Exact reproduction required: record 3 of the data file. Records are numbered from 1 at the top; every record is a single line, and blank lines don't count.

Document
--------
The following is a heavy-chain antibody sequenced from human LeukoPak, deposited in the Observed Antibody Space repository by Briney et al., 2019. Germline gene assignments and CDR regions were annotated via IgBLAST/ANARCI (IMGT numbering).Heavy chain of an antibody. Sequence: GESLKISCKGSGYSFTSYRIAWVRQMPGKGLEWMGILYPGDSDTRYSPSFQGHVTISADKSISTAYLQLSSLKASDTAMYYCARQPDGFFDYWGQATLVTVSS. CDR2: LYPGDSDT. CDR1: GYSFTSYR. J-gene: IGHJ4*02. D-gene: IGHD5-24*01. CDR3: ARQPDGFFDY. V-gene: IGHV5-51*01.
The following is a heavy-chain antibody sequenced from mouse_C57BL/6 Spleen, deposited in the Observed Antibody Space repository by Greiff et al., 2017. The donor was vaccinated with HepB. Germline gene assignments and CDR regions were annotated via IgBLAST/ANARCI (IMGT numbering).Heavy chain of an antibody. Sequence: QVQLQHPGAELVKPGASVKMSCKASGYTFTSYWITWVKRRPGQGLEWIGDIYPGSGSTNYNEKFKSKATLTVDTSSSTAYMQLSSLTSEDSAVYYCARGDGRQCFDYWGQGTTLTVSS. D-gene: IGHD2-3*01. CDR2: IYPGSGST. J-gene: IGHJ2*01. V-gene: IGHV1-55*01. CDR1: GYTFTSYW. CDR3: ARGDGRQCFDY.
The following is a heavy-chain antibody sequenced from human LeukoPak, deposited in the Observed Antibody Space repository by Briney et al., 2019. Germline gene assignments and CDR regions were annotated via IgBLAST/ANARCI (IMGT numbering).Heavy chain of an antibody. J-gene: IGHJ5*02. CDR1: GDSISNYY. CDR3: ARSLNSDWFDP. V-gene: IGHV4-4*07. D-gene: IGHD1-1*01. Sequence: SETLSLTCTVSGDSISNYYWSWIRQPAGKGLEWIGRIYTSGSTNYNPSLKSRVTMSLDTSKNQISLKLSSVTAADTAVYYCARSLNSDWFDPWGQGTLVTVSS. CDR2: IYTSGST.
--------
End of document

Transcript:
The following is a heavy-chain antibody sequenced from human LeukoPak, deposited in the Observed Antibody Space repository by Briney et al., 2019. Germline gene assignments and CDR regions were annotated via IgBLAST/ANARCI (IMGT numbering).Heavy chain of an antibody. J-gene: IGHJ5*02. CDR1: GDSISNYY. CDR3: ARSLNSDWFDP. V-gene: IGHV4-4*07. D-gene: IGHD1-1*01. Sequence: SETLSLTCTVSGDSISNYYWSWIRQPAGKGLEWIGRIYTSGSTNYNPSLKSRVTMSLDTSKNQISLKLSSVTAADTAVYYCARSLNSDWFDPWGQGTLVTVSS. CDR2: IYTSGST.